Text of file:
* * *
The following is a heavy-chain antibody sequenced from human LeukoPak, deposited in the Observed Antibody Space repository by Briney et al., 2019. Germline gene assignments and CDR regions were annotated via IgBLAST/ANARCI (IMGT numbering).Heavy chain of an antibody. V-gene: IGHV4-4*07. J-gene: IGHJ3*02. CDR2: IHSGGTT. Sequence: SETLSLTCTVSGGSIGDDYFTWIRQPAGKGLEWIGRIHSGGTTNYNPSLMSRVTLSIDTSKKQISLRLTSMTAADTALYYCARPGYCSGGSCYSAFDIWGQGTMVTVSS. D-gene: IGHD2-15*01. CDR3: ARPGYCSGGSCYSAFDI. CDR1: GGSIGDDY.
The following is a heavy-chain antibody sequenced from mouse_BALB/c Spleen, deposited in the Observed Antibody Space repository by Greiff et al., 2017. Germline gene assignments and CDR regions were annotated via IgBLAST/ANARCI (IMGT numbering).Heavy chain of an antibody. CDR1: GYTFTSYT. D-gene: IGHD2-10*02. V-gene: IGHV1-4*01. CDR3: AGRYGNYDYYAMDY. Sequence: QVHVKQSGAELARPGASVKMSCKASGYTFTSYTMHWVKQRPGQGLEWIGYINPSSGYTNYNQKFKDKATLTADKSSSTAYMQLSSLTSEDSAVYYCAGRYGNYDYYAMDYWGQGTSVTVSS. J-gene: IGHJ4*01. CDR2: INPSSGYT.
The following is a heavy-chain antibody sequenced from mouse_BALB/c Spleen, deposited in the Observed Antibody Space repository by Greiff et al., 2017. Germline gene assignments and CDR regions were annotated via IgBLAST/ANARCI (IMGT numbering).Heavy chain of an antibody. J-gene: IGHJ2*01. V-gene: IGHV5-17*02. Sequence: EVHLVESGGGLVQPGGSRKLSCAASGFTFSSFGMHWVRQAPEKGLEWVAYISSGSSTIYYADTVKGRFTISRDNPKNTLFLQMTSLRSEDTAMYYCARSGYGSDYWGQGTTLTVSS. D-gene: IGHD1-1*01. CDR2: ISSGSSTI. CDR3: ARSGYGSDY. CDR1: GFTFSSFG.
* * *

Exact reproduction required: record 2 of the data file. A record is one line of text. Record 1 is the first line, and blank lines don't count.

The following is a heavy-chain antibody sequenced from mouse_BALB/c Spleen, deposited in the Observed Antibody Space repository by Greiff et al., 2017. Germline gene assignments and CDR regions were annotated via IgBLAST/ANARCI (IMGT numbering).Heavy chain of an antibody. CDR1: GYTFTSYT. D-gene: IGHD2-10*02. V-gene: IGHV1-4*01. CDR3: AGRYGNYDYYAMDY. Sequence: QVHVKQSGAELARPGASVKMSCKASGYTFTSYTMHWVKQRPGQGLEWIGYINPSSGYTNYNQKFKDKATLTADKSSSTAYMQLSSLTSEDSAVYYCAGRYGNYDYYAMDYWGQGTSVTVSS. J-gene: IGHJ4*01. CDR2: INPSSGYT.